The opinion of the court was delivered by: Charles P. Kocoras U.S. District Judge
Name of Assigned Judge Charles P. Kocoras Sitting Judge if Other or Magistrate Judge than Assigned Judge
Petitioner Frank Panice's motion (Doc ) to alter or amend judgment is denied for lack of jurisdiction.
O[ For further details see text below.] Docketing to mail notices.
This matter comes before the Court on Petitioner Frank Panice's ("Panice") motion to alter or amend judgment pursuant to Federal Rule of Civil Procedure 59 or 60. For the reasons set forth below, Panice's motion is denied for lack of jurisdiction.
On February 21, 2008, Panice pleaded guilty to two counts of mail fraud, three counts of interstate transportation of stolen property, five counts of money laundering, and ten counts of structuring. On December 9, 2010, the Court sentenced Panice to 132 months imprisonment. Approximately one year later, Panice filed a habeas petition pursuant to 28 U.S.C. § 2255, which this Court denied on April 10, 2012. On April 24, 2010, Panice filed the instant motion seeking to alter or amend the Court's dismissal of his habeas petition.
Respondent United States of America maintains that Panice's motion is actually a successive attack on his sentence and that the Court accordingly lacks jurisdiction to consider the motion. "When determining the character of a pro se filing, courts should look to the substance of the filing rather than its label." United States v. Antonelli, 371 F.3d 360, 361 (7th Cir. 2004). If a motion attacks a defect in the integrity of the habeas proceedings, it will be construed as a motion to alter or amend judgment. Gonzalez v. Crosby, 545 U.S. 524, 531-32 (2005). If, however, the motion attacks the substance of a court's resolution of the habeas petition on the merits, it will be treated as a successive petition. Id. (explaining that an assertion that the court erred in denying habeas relief on the merits is "effectively indistinguishable" from a successive habeas petition).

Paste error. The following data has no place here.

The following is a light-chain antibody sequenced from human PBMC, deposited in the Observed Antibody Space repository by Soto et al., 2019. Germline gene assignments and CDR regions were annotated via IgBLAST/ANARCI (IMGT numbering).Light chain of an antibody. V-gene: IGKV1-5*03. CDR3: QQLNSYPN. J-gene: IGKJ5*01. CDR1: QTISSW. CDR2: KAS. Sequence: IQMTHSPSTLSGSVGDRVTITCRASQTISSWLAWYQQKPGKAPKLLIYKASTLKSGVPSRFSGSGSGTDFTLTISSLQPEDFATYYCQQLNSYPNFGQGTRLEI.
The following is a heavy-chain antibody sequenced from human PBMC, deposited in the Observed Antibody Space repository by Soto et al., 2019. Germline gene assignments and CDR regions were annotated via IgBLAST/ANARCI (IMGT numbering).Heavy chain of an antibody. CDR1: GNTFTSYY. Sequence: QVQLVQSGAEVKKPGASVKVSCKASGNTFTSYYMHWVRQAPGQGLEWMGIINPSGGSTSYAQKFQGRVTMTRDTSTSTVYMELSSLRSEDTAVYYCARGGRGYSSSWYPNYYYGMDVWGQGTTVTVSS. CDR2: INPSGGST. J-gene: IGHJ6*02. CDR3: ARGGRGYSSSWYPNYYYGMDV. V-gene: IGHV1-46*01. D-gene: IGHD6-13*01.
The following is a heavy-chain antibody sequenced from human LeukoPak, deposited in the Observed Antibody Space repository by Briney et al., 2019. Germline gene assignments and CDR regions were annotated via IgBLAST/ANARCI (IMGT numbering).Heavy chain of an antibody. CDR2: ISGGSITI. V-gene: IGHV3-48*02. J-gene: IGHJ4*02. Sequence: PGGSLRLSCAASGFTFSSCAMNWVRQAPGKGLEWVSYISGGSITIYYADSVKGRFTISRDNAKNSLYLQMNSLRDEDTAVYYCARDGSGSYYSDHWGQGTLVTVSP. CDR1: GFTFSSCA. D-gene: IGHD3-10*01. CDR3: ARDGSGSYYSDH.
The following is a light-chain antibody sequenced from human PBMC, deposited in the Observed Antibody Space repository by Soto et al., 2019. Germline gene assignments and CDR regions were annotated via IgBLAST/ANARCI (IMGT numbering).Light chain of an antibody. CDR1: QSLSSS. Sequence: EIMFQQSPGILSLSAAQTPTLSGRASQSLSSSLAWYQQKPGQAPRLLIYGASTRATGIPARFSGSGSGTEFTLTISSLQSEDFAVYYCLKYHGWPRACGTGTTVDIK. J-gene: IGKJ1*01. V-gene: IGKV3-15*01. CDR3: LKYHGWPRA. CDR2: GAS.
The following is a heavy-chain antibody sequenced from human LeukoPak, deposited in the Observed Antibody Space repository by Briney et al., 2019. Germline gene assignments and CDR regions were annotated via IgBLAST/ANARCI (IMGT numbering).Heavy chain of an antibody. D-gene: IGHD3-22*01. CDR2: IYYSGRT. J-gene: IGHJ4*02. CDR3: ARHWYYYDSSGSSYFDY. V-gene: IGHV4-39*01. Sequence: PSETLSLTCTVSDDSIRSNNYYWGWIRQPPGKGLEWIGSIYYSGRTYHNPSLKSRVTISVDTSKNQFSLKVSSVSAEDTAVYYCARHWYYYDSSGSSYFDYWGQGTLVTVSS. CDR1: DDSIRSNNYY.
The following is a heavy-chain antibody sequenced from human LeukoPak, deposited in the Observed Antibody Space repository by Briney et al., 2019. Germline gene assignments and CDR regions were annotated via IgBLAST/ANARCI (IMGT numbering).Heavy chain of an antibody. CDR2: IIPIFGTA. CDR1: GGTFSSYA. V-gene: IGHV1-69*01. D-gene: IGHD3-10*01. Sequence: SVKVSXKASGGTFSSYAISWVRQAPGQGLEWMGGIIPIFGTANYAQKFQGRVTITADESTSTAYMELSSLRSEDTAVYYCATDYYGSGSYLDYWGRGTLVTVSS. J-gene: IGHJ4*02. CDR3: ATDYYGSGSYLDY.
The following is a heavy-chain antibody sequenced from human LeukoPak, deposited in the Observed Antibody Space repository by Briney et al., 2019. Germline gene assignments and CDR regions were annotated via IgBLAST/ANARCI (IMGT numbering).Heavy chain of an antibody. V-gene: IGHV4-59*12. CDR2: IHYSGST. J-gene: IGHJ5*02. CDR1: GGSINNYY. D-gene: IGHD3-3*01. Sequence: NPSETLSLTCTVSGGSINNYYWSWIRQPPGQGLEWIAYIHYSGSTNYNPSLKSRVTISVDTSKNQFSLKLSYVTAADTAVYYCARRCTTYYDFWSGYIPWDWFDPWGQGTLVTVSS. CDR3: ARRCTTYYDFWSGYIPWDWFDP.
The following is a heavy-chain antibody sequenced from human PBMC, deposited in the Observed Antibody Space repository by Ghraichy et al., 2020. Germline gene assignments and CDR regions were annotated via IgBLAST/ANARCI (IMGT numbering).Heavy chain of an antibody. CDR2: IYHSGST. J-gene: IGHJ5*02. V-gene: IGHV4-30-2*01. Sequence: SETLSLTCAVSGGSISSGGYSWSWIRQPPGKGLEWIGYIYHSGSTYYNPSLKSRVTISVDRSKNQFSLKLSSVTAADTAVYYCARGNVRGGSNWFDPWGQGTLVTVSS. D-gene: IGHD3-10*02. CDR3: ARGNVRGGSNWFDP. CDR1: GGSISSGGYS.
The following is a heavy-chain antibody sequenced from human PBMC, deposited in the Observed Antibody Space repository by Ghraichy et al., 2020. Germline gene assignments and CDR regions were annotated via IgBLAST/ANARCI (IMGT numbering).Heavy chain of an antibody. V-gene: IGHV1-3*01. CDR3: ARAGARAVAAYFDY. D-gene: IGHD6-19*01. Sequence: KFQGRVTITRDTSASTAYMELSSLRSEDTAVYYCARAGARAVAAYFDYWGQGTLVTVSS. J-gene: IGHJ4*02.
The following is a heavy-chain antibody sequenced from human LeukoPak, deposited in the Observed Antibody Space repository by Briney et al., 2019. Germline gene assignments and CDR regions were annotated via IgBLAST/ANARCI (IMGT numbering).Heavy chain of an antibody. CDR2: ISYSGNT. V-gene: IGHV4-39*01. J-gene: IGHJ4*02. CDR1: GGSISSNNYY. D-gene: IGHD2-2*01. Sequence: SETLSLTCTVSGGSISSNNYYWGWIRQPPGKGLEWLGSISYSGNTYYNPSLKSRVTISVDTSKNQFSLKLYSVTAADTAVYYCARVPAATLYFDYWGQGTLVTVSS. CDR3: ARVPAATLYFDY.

Panice nevertheless maintains that his motion is properly brought under Rule 59 or Rule 60 because he is presenting new evidence which he maintains is exculpatory in nature. However, a motion seeking to present newly discovered evidence is properly characterized as a successive habeas petition. Id. at 531. Moreover, Panice's "newly discovered evidence" sheds no light on his case. The evidence consists of (1) letters from the Illinois Attorney General acknowledging Panice's requests for information pursuant to the Freedom of
Information Act, and (2) several newspaper and magazine articles that discuss alleged prosecutorial and judicial misconduct in unrelated cases. Neither the letters nor the articles provide any information regarding Panice's investigation, arrest, detention, guilty plea, or sentencing. As such, they do not constitute "newly discovered evidence" relevant to Panice's claims.
In the instant motion, Panice rehashes many of the same arguments he made in his initial habeas petition and begs the Court to reevaluate his claims. Because Panice is challenging the merits of the Court's denial of his habeas petition, his current motion is actually a successive collateral attack on his conviction and sentence. See id. at 534. A district court lacks jurisdiction to entertain a successive Section 2255 petition without authorization from the court of appeals. United States v. Boyd, 591 F.3d 953, 957 (7th Cir. 2010). As Panice has not sought permission from the Seventh Circuit to file a second habeas petition, his current motion is denied for lack of jurisdiction.